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Proceedings Paper

Object-based rapid change detection for disaster management
Author(s): Holger Thunig; Ulrich Michel; Manfred Ehlers; Peter Reinartz
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Paper Abstract

Rapid change detection is used in cases of natural hazards and disasters. This analysis lead to quick information about areas of damage. In certain cases the lack of information after catastrophe events is obstructing supporting measures within disaster management. Earthquakes, tsunamis, civil war, volcanic eruption, droughts and floods have much in common: people are directly affected, landscapes and buildings are destroyed. In every case geospatial data is necessary to gain knowledge as basement for decision support. Where to go first? Which infrastructure is usable? How much area is affected? These are essential questions which need to be answered before appropriate, eligible help can be established. This study presents an innovative strategy to retrieve post event information by use of an object-based change detection approach. Within a transferable framework, the developed algorithms can be implemented for a set of remote sensing data among different investigation areas. Several case studies are the base for the retrieved results. Within a coarse dividing into statistical parts and the segmentation in meaningful objects, the framework is able to deal with different types of change. By means of an elaborated normalized temporal change index (NTCI) panchromatic datasets are used to extract areas which are destroyed, areas which were not affected and in addition areas which are developing new for cases where rebuilding has already started. The results of the study are also feasible for monitoring urban growth.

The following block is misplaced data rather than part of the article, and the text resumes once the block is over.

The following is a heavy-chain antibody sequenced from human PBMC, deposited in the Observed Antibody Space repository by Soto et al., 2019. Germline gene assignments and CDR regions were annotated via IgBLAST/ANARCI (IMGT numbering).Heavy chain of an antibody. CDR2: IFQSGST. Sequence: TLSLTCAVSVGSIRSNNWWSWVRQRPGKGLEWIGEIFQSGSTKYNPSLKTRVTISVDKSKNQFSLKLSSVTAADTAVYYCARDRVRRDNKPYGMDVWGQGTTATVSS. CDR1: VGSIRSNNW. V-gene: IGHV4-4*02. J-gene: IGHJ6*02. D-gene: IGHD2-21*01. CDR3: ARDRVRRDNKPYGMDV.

Paper Details

Date Published: 27 October 2011
PDF: 7 pages
Proc. SPIE 8181, Earth Resources and Environmental Remote Sensing/GIS Applications II, 81810N (27 October 2011); doi: 10.1117/12.897581
Show Author Affiliations
Holger Thunig, Univ. of Education, Heidelberg (Germany)
Ulrich Michel, Univ. of Education, Heidelberg (Germany)
Manfred Ehlers, Univ. Osnabrück (Germany)
Peter Reinartz, Deutsches Zentrum für Luft- und Raumfahrt e.V. (Germany)


Published in SPIE Proceedings Vol. 8181:
Earth Resources and Environmental Remote Sensing/GIS Applications II
Ulrich Michel; Daniel L. Civco, Editor(s)

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